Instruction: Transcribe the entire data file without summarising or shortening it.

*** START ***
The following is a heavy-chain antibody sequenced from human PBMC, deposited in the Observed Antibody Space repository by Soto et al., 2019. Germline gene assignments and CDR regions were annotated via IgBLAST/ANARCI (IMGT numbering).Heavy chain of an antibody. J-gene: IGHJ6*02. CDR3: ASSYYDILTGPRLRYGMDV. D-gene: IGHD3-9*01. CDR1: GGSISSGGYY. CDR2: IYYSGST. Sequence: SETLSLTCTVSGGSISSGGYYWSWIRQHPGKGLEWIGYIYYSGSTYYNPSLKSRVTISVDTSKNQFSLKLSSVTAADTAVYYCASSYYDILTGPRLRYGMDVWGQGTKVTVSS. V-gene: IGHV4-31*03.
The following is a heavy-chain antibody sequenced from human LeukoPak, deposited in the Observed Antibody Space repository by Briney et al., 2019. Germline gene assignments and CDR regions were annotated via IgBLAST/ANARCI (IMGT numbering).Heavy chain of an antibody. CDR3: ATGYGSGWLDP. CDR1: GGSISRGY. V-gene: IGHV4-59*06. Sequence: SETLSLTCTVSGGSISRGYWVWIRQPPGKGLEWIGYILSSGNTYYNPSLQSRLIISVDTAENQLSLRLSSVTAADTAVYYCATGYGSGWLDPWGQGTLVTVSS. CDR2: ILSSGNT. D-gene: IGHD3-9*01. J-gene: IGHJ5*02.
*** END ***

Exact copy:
The following is a heavy-chain antibody sequenced from human PBMC, deposited in the Observed Antibody Space repository by Soto et al., 2019. Germline gene assignments and CDR regions were annotated via IgBLAST/ANARCI (IMGT numbering).Heavy chain of an antibody. J-gene: IGHJ6*02. CDR3: ASSYYDILTGPRLRYGMDV. D-gene: IGHD3-9*01. CDR1: GGSISSGGYY. CDR2: IYYSGST. Sequence: SETLSLTCTVSGGSISSGGYYWSWIRQHPGKGLEWIGYIYYSGSTYYNPSLKSRVTISVDTSKNQFSLKLSSVTAADTAVYYCASSYYDILTGPRLRYGMDVWGQGTKVTVSS. V-gene: IGHV4-31*03.
The following is a heavy-chain antibody sequenced from human LeukoPak, deposited in the Observed Antibody Space repository by Briney et al., 2019. Germline gene assignments and CDR regions were annotated via IgBLAST/ANARCI (IMGT numbering).Heavy chain of an antibody. CDR3: ATGYGSGWLDP. CDR1: GGSISRGY. V-gene: IGHV4-59*06. Sequence: SETLSLTCTVSGGSISRGYWVWIRQPPGKGLEWIGYILSSGNTYYNPSLQSRLIISVDTAENQLSLRLSSVTAADTAVYYCATGYGSGWLDPWGQGTLVTVSS. CDR2: ILSSGNT. D-gene: IGHD3-9*01. J-gene: IGHJ5*02.